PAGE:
The morphological stability of the NE critically depends on the integrity of the NL. Depolymerization of the NL preceded by a phosphorylation of lamins is required for the major architectural changes of the NE during mitosis (7). Phosphorylation and dephosphorylation of lamins and proteins of the INM by different kinases at distinct sites regulate the dynamic properties of the NL during interphase and mitosis (8–11). In a cell cycle–dependent manner, NL dissolution during mitosis requires the sequential phosphorylation by protein kinase C (PKC) during the interphase and by p34cdc2during mitosis (12). We thus tested whether kinases are also involved in NL dissolution during MCMV infection. By immunofluorescence we examined different kinases for a redistribution to the NL in MCMV-infected cells. Among the kinases tested, only Ca-dependent PKCs were found to be redistributed to the NE by viral proteins (13). Because the distribution of Ca-dependent PKC during MCMV infection correlated well with the localization of M50/p35, we hypothesized that M50/p35 recruits Ca-dependent PKCs to the INM. In cells transiently transfected with M50/p35 and M53/p38, Ca-dependent PKCs were recruited to the NE (Fig. 3, A to C). In MCMV-infected cells, M50/p35 colocalized with M53/p38 and Ca-dependent PKC (Fig. 3, G to I) but not with the mitotic kinase known to phosphorylate lamins, p34cdc2 (Fig. 3, J to L). In time course experiments, Ca-dependent PKC was still evenly distributed throughout the cytoplasm after 6 hours of infection (13). However, after 16 and 24 hours, Ca-dependent PKC could be detected at the nuclear rim and in perinuclear spherical structures.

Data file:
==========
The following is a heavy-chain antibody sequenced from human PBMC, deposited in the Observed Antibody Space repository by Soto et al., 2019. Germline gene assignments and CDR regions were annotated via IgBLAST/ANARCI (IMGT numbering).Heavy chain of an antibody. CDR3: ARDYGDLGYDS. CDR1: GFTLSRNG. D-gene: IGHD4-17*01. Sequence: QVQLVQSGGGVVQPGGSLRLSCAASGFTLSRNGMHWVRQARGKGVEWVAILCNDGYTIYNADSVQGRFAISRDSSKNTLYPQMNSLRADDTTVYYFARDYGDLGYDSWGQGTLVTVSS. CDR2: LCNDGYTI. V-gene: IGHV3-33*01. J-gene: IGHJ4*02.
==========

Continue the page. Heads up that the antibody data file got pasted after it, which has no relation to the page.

Figure 3

M50/p35 recruits Ca-dependent PKCs to the INM and induces a lamin phosphorylation. (Ato C) M50/p35 colocalizes with PKC in 293 cells transfected with M50/p35 and M53/p38. Cells were stained with antibodies to the Ig-tag of M50/p35 and Ca-dependent PKC. M53/p38 colocalizes with M50/p35 (D to F) and PKC (G toI) in MCMV-infected NIH 3T3 fibroblasts. Because antibodies to both M50/p35 and PKC were generated in rabbit, colocalization of M50/p35 could only be shown indirectly. M53/p38 colocalized with M50/p35 as well as with PKC, indicating that M50/p35 and PKC are similarly distributed. (J to L) Mitotic kinase p34cdc2 is not recruited to the NE by M50/p35. (M) MCMV infection induces an increased phosphorylation of lamin A and C in murine NIH 3T3 fibroblasts. Cells infected with MCMV at a MOI of 2 in the presence or absence of 200 nM Ro-31-7549 were labeled with [32P]orthophosphate (phosphorylated) 24 hours after infection, lysed, and precipitated with an antibody to lamin A and C (30). (N) HCMV infection induces an increased phosphorylation of lamins A, B2, and C in HCMV-infected human fibroblasts. Cells were infected with HCMV AD169 at a MOI of 2, labeled with [32P]orthophosphate, lysed, and precipitated with antibodies against either lamin A and C or lamin B2. A fraction of each sample was analyzed by Western blot analysis to prove that the total amounts of lamins were similar.